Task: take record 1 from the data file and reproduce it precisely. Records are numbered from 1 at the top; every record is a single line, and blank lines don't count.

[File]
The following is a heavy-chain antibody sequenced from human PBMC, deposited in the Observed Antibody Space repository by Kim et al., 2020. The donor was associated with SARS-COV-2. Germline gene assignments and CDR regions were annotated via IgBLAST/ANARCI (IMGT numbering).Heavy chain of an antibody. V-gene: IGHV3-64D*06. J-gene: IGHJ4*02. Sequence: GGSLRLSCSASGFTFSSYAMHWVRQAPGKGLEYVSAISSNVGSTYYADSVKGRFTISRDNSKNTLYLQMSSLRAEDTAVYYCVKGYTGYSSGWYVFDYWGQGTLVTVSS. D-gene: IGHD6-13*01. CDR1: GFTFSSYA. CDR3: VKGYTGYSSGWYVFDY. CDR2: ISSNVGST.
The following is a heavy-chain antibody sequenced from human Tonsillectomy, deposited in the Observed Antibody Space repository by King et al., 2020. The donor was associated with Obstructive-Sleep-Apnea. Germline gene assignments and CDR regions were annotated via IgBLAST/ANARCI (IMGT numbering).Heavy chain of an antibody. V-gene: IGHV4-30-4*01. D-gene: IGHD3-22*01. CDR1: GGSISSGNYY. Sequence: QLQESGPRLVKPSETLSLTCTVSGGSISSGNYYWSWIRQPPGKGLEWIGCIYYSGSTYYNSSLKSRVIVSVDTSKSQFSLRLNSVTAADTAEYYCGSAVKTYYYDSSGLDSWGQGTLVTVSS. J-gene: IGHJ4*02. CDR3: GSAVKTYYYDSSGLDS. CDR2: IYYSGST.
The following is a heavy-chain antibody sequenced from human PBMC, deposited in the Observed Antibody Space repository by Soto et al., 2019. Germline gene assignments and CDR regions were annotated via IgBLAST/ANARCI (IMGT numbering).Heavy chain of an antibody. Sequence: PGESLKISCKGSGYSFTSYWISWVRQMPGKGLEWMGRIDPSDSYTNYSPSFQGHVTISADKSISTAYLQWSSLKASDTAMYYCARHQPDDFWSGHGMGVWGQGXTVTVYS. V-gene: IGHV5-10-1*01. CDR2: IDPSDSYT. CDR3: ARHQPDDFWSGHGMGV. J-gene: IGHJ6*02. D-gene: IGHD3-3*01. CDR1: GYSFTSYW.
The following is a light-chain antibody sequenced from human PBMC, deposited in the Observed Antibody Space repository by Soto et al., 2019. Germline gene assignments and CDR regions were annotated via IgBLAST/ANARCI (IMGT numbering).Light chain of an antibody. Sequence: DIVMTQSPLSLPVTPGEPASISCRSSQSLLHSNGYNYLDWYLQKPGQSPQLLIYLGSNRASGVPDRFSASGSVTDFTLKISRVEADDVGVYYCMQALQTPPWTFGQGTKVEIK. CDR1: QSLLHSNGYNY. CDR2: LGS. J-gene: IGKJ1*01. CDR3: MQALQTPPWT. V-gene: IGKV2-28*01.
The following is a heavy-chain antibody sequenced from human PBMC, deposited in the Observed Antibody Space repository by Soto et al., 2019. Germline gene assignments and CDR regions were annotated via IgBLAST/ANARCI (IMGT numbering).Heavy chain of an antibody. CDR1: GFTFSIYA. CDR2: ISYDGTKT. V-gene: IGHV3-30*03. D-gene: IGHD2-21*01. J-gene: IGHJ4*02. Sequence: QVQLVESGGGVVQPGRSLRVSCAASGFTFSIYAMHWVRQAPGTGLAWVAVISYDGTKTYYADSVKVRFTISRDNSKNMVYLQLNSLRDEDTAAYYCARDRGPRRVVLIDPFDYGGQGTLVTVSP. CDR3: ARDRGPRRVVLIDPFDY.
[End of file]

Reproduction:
The following is a heavy-chain antibody sequenced from human PBMC, deposited in the Observed Antibody Space repository by Kim et al., 2020. The donor was associated with SARS-COV-2. Germline gene assignments and CDR regions were annotated via IgBLAST/ANARCI (IMGT numbering).Heavy chain of an antibody. V-gene: IGHV3-64D*06. J-gene: IGHJ4*02. Sequence: GGSLRLSCSASGFTFSSYAMHWVRQAPGKGLEYVSAISSNVGSTYYADSVKGRFTISRDNSKNTLYLQMSSLRAEDTAVYYCVKGYTGYSSGWYVFDYWGQGTLVTVSS. D-gene: IGHD6-13*01. CDR1: GFTFSSYA. CDR3: VKGYTGYSSGWYVFDY. CDR2: ISSNVGST.